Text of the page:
When Roger Goodell announced the selection of Dontari Poe by the Kansas City Chiefs, the crowd present at the watching party in the team's practice facility responded with a chorus of boos.
It wasn't without good cause; all fans had heard throughout the draft coverage were reasons for teams to stay away from Poe. Underachieving, workout warrior, unproductive in a less than impressive conference—all the negative buzzwords draft analysts tossed around were directed towards Poe. So after all that criticism, why shouldn’t Chiefs fans think they have the next Ryan Sims or Junior Siavii?
What Chiefs fans need to realize is the selection of Poe is already a success.
First, Poe has landed in the best possible place for him to flourish in the NFL. Romeo Crennel has a long history of getting the most out of defensive linemen. From Richard Seymour and Vince Wilfork in New England to Shaun Rogers in Cleveland, it seems outstanding defensive linemen spring up wherever Crennel goes.
This pattern was most apparent in Kansas City in 2010, where the emergence of Shaun Smith and Wallace Gilberry as major contributors showed the prowess of Crennel’s coaching abilities with journeymen players. Give him a superior physical talent like Poe to work with, and the result could be something special.
Even with the outstanding coaching Poe is going to receive, it’s highly unlikely he is instantly going to have a Haloti Ngata-like impact in his first year. But the beauty of the situation he has found himself in with Kansas City is that he doesn’t have to.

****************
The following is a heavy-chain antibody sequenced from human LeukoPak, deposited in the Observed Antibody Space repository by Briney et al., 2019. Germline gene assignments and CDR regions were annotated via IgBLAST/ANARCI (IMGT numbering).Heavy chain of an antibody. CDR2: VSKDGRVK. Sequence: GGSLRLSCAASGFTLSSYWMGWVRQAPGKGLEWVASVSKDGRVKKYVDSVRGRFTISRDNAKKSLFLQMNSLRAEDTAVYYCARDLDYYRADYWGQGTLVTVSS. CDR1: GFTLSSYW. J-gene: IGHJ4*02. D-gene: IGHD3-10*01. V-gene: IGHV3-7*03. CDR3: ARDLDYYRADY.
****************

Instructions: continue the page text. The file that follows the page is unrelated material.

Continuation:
Even if Poe is only slightly better than average at commanding double teams and rushing the passer because of his pure physical ability, he will have already succeeded in making the Chiefs defense a better overall unit.
Kansas City had been making do with journeymen noseguards thus far in the Scott Pioli era, and the Chiefs defense has been steadily improving with aging stop-gaps like Smith, Ron Edwards and Kelly Gregg. If Poe lives up to his enormous potential, he could be the final piece to an elite defense.
The most telling indicator of his impact, however, will be his effect on the linebackers behind him.
Derrick Johnson, Tamba Hali and Justin Houston are a ferocious trio no matter what noseguard is in front of them, but the fourth linebacker in that group will benefit the most from having the Memphis Monster in front of him.
Whether it’s Jovan Belcher or Brandon Siler that wins the inside linebacker job opposite Johnson, Poe will keep blockers from getting to the linebackers. That will leave Belcher or Siler free to engage a fullback on running plays, or ideally reach a halfback untouched. If Belcher or Siler has a resurgent year in 2012, Poe will be deserving of much of the credit, and the Chiefs defense will be a stalwart against the run.
Much is expected of Poe in his tenure in Kansas City. If the Chiefs want a dominant defense, they need him to be the next Vince Wilfork. If he can improve throughout the season and be the best noseguard they have had in the last four years, he will already have been a success.